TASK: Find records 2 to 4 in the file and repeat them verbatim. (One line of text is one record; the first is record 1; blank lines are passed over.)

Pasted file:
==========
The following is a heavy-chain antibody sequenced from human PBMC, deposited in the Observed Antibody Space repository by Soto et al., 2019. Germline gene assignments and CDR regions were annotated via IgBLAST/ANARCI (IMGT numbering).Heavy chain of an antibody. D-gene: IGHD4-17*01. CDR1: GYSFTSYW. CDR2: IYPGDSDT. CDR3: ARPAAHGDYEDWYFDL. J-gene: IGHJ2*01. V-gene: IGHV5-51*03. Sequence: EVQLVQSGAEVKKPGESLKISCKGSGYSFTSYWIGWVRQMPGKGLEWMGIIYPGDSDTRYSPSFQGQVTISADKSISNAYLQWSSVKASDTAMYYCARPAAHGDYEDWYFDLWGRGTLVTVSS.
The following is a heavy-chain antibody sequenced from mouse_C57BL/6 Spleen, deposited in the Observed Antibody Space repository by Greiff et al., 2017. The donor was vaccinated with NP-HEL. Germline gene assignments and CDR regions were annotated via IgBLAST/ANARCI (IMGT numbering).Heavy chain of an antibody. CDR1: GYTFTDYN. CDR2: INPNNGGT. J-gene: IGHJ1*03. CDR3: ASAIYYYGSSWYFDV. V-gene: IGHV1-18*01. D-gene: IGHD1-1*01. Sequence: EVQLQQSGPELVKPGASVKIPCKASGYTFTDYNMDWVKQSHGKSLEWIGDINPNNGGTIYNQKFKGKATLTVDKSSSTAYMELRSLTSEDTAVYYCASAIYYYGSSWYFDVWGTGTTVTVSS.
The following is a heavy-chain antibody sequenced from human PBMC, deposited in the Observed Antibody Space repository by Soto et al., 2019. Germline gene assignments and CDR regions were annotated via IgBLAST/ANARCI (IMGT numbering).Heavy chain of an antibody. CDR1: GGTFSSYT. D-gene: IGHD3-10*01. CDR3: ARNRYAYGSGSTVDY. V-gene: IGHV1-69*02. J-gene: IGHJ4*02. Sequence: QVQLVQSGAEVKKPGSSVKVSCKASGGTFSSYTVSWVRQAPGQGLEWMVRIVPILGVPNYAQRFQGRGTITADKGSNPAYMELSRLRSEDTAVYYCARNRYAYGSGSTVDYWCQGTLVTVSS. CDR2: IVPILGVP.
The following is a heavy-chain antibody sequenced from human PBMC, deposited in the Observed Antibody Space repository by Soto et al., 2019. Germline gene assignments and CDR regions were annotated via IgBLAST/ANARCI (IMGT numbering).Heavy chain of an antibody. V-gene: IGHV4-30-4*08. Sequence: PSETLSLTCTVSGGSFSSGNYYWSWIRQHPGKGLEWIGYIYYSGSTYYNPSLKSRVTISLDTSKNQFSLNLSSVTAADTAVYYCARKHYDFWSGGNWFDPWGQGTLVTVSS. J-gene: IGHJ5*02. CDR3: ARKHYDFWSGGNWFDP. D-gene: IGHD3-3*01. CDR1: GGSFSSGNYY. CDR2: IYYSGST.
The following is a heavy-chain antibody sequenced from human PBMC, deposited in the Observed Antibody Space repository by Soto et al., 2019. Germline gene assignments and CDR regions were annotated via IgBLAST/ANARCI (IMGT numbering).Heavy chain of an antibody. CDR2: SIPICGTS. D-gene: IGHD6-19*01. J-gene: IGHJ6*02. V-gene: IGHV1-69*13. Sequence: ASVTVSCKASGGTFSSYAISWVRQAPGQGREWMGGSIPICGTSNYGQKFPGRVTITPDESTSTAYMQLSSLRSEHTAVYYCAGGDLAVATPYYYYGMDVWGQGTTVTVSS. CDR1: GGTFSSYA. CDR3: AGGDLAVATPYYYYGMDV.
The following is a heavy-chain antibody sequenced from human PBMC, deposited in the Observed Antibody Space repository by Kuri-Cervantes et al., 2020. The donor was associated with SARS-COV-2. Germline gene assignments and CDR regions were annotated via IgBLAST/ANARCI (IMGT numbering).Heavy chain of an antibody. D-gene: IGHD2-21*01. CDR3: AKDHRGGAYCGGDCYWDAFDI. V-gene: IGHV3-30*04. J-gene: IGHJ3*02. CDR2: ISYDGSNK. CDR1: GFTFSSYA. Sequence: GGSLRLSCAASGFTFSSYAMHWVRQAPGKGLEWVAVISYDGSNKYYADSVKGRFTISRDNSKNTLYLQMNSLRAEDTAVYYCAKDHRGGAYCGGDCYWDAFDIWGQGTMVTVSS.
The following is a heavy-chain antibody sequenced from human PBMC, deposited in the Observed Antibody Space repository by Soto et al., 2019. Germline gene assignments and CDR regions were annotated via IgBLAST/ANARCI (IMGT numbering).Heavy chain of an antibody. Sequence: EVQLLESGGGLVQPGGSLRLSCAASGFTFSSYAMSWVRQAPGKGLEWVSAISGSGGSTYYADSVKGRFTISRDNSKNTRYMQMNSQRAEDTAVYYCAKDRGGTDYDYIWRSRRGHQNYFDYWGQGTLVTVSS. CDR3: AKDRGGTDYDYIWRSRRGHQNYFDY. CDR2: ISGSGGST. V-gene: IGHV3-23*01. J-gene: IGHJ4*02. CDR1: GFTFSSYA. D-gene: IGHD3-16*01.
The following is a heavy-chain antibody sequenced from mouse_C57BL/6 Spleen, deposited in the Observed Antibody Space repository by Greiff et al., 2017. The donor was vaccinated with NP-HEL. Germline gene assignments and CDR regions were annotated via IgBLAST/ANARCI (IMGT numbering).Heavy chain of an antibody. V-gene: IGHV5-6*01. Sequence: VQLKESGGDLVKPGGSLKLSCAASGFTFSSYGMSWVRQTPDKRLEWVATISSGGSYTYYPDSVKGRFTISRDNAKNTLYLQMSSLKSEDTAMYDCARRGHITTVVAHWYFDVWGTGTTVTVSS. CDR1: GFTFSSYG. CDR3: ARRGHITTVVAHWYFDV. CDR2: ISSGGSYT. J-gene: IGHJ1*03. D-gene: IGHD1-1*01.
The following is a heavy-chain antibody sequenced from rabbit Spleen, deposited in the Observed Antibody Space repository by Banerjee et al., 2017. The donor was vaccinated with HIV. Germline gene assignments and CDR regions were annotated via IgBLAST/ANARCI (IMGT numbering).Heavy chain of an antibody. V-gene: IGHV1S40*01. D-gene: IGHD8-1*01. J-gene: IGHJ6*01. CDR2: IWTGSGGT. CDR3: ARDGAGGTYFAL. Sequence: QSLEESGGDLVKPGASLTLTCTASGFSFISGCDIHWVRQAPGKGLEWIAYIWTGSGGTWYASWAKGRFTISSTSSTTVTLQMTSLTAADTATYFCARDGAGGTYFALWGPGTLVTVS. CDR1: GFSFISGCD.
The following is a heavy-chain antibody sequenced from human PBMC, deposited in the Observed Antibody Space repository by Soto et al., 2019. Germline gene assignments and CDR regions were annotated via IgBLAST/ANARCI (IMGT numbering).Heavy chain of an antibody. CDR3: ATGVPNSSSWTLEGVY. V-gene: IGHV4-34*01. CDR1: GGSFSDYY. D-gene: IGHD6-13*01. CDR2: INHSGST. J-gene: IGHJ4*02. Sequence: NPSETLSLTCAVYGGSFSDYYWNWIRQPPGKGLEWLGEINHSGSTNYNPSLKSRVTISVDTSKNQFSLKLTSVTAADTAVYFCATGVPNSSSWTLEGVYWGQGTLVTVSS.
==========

The following is a heavy-chain antibody sequenced from mouse_C57BL/6 Spleen, deposited in the Observed Antibody Space repository by Greiff et al., 2017. The donor was vaccinated with NP-HEL. Germline gene assignments and CDR regions were annotated via IgBLAST/ANARCI (IMGT numbering).Heavy chain of an antibody. CDR1: GYTFTDYN. CDR2: INPNNGGT. J-gene: IGHJ1*03. CDR3: ASAIYYYGSSWYFDV. V-gene: IGHV1-18*01. D-gene: IGHD1-1*01. Sequence: EVQLQQSGPELVKPGASVKIPCKASGYTFTDYNMDWVKQSHGKSLEWIGDINPNNGGTIYNQKFKGKATLTVDKSSSTAYMELRSLTSEDTAVYYCASAIYYYGSSWYFDVWGTGTTVTVSS.
The following is a heavy-chain antibody sequenced from human PBMC, deposited in the Observed Antibody Space repository by Soto et al., 2019. Germline gene assignments and CDR regions were annotated via IgBLAST/ANARCI (IMGT numbering).Heavy chain of an antibody. CDR1: GGTFSSYT. D-gene: IGHD3-10*01. CDR3: ARNRYAYGSGSTVDY. V-gene: IGHV1-69*02. J-gene: IGHJ4*02. Sequence: QVQLVQSGAEVKKPGSSVKVSCKASGGTFSSYTVSWVRQAPGQGLEWMVRIVPILGVPNYAQRFQGRGTITADKGSNPAYMELSRLRSEDTAVYYCARNRYAYGSGSTVDYWCQGTLVTVSS. CDR2: IVPILGVP.
The following is a heavy-chain antibody sequenced from human PBMC, deposited in the Observed Antibody Space repository by Soto et al., 2019. Germline gene assignments and CDR regions were annotated via IgBLAST/ANARCI (IMGT numbering).Heavy chain of an antibody. V-gene: IGHV4-30-4*08. Sequence: PSETLSLTCTVSGGSFSSGNYYWSWIRQHPGKGLEWIGYIYYSGSTYYNPSLKSRVTISLDTSKNQFSLNLSSVTAADTAVYYCARKHYDFWSGGNWFDPWGQGTLVTVSS. J-gene: IGHJ5*02. CDR3: ARKHYDFWSGGNWFDP. D-gene: IGHD3-3*01. CDR1: GGSFSSGNYY. CDR2: IYYSGST.